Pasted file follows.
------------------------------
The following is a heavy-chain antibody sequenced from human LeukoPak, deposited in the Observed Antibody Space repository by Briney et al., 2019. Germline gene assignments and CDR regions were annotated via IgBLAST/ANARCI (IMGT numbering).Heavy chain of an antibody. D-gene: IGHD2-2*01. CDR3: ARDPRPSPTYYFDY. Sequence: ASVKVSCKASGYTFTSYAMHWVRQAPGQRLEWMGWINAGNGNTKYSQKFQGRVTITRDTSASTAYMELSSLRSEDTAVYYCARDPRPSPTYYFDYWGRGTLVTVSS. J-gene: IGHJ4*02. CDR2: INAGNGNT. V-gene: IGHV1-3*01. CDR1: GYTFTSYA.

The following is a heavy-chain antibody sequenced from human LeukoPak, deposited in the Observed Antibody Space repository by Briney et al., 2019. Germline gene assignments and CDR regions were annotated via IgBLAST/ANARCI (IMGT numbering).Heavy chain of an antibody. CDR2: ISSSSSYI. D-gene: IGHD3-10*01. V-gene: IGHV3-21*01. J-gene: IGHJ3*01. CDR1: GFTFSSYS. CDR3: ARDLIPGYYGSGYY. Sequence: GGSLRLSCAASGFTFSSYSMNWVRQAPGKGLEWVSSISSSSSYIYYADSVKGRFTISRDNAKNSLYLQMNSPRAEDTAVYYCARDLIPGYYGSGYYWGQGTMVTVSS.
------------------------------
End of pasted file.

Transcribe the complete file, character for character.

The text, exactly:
The following is a heavy-chain antibody sequenced from human LeukoPak, deposited in the Observed Antibody Space repository by Briney et al., 2019. Germline gene assignments and CDR regions were annotated via IgBLAST/ANARCI (IMGT numbering).Heavy chain of an antibody. D-gene: IGHD2-2*01. CDR3: ARDPRPSPTYYFDY. Sequence: ASVKVSCKASGYTFTSYAMHWVRQAPGQRLEWMGWINAGNGNTKYSQKFQGRVTITRDTSASTAYMELSSLRSEDTAVYYCARDPRPSPTYYFDYWGRGTLVTVSS. J-gene: IGHJ4*02. CDR2: INAGNGNT. V-gene: IGHV1-3*01. CDR1: GYTFTSYA.

The following is a heavy-chain antibody sequenced from human LeukoPak, deposited in the Observed Antibody Space repository by Briney et al., 2019. Germline gene assignments and CDR regions were annotated via IgBLAST/ANARCI (IMGT numbering).Heavy chain of an antibody. CDR2: ISSSSSYI. D-gene: IGHD3-10*01. V-gene: IGHV3-21*01. J-gene: IGHJ3*01. CDR1: GFTFSSYS. CDR3: ARDLIPGYYGSGYY. Sequence: GGSLRLSCAASGFTFSSYSMNWVRQAPGKGLEWVSSISSSSSYIYYADSVKGRFTISRDNAKNSLYLQMNSPRAEDTAVYYCARDLIPGYYGSGYYWGQGTMVTVSS.